Kim Ades: Well, so balance, this whole idea of balance, is I think misunderstood. And it’s a goal that people are going for. And I don’t think that’s really a good goal. So, you ever go to a park where two kids are on a seesaw and they’re in perfect balance? You ever see that?
Crystal Cooper: That’s true.
Kim Ades: So what happens when they’re in perfect balance?
Crystal Cooper: They are not moving.
Kim Ades: Nothing happens.
Crystal Cooper: Nothing is happening.
Kim Ades: Right. So sure, we want moments where nothing’s happening, but we don’t want a life of nothing. We just don’t. What creates a full, enriched life is the ups and downs. It’s the experience. It’s the highs, the lows. It’s being deep in it. It’s experiencing the emotions. It’s experiencing the wins and the falls. It’s all of it. It’s not balance. Sure, sometimes we need to catch our breath, moments of balance, but it’s not a lifetime of balance. What I want for my clients is engagement, excitement, passion. I don’t want people to walk through life asleep. And that’s what I’m trying to do. I’m trying to ignite and help people live deliberately instead of passively.
Crystal Cooper: Yes. That ignite thing. Oh, I love that. I actually am a big fan of quotes, and I have a quote on my wall. It’s really long, so I don’t remember it fully, but it’s this idea of life is filled with these really great moments and these really tragic moments and everything in between, but it’s just what makes life so beautiful.
Kim Ades: Exactly. That’s exactly it.
Crystal Cooper: Yeah. Yeah, I love that. So I’ve heard some really great things around you want to look at the opportunities and situations. Okay, let’s give a scenario. I’m big on what ifs. If we are in a situation where the chips just look really, really down, COVID is happening, you’ve lost your job, there’s no other job in sight, your kids are running wild, how do you start to bring out the opportunities in that situation? Do you ask yourself questions? What do you do?
Kim Ades: Yes. So I’m a big fan of journaling, and we use journaling in our coaching process. And what I recommend for anybody who’s listening is grab a piece of paper and a pen right now and write these two questions down. Question number one, what do I really, really want more than anything? Now there are two reallys there on purpose. Why? Think about what you truly, deeply want for yourself, not what is expected of you, what your spouse wants, what your parents want, what your kids want, what your colleagues want, none of that, not even what you think you should want. What do you truly, deeply want? The second question is, so what’s stopping me from having it?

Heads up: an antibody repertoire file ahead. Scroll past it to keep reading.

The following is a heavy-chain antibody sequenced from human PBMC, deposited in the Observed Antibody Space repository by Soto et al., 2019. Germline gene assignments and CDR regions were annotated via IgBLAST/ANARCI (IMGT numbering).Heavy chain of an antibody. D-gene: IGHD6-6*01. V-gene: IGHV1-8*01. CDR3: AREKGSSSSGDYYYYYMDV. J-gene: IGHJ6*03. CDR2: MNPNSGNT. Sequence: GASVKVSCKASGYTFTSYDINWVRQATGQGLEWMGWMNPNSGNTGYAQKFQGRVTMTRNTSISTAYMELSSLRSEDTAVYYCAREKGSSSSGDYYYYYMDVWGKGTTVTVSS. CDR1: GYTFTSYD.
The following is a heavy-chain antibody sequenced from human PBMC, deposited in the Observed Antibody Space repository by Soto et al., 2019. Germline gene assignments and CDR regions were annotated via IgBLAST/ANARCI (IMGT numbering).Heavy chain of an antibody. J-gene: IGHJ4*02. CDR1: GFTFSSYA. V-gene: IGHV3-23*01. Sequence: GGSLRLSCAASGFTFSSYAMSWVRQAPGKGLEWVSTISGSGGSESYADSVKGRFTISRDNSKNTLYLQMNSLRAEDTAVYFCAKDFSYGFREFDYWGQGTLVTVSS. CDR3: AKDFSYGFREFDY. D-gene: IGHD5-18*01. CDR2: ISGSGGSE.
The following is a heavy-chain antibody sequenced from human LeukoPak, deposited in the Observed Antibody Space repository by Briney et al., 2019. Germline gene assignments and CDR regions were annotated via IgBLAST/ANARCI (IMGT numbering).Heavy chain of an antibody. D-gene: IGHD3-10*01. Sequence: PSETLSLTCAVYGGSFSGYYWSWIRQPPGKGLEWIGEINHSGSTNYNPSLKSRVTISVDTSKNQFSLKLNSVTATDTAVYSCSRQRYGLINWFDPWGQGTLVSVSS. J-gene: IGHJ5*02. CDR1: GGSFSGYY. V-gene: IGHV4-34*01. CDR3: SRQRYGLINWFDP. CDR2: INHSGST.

And what I will suggest to you is what’s stopping you from having it is what’s really at play here. And underneath the answers to what’s stopping you is a set of beliefs, and those beliefs are causing a bottleneck for you. That’s what is causing the frustration, the anguish, that feeling of defeat. And if you’re okay with it, Crystal, if anybody takes this on, if anyone out there is bold enough to spend some time with these questions, send them to me and I will personally respond and set up some time to coach you with these questions.
Crystal Cooper: I love that.
Kim Ades: You can email me, email@example.com.
Crystal Cooper: I love it. I actually might personally take you up on that because-
Kim Ades: Take me up on it.
Crystal Cooper: … because I think you’re so spot on. It’s really what generally stops most people, all people, is the idea of what you’re supposed to do.
Kim Ades: Yes.
Crystal Cooper: And not what you want to do.
Kim Ades: Yes.
Crystal Cooper: And that’s why those two questions are so critical. That’s awesome.
Kim Ades: Yes, yes.
Crystal Cooper: Yeah. Well, I really hope our listeners take us up on that. One more time for that email, just in case. Can you give it to us one more time?
Kim Ades: Yeah. It’s firstname.lastname@example.org. And again, the question is what do you really, really want? And what’s stopping you from having what you really, really want?
Crystal Cooper: Love it. I love it. I think that’s great. I hope all of our listeners take you up on that. Thank you so much for your time today. This has been just really eye-opening, even just for myself personally. So I appreciate it.
Kim Ades: Crystal, call me. Thank you so much for the opportunity to be on your show and talk to you and everyone else who’s listening. It’s been an honor and a pleasure.
Crystal Cooper: Love it. Thank you.